In the past four chapters I have presented evidence to support the claim that desperation—to win and to save the lives of oneʹs own soldiers—and the intention to conquer and annex territory cause civilian victimization. These case studies have shown, for example, that democracies and nondemocracies each target civilians when these factors are present. Moreover, states from similar and disparate cultural backgrounds have attacked each otherʹs noncombatant populations, indicating that the perception of ʺbarbarityʺ is not the key factor. Finally, military organizations with and without ʺpunishmentʺ cultures, and services seeking organizational independence and those already established as separate...

  12. Conclusion
    (pp. 243-258)

    I began this book with a simple question: Why do states target and kill noncombatants in war? I argued that two factors account for the bulk of the variation in civilian victimization. First, desperation to win and to save lives causes civilian victimization in protracted wars of attrition. States seek to win the wars they fight quickly and in an economical fashion. States rarely begin wars with a strategy predicated on targeting civilians: the enemy army is usually viewed as the opponentʹs center of gravity because coercive strategies that strike at civilians or civilian morale typically do not win wars...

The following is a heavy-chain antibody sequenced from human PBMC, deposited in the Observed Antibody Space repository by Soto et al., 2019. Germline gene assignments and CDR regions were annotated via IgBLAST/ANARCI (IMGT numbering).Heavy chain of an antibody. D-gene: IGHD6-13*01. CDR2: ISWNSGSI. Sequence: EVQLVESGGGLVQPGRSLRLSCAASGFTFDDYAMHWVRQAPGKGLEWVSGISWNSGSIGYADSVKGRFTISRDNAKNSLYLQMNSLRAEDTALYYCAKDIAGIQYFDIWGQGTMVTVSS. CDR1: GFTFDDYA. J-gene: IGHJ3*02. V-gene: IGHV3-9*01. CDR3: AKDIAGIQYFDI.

13. Notes
    (pp. 259-308)
  14. Index
    (pp. 309-316)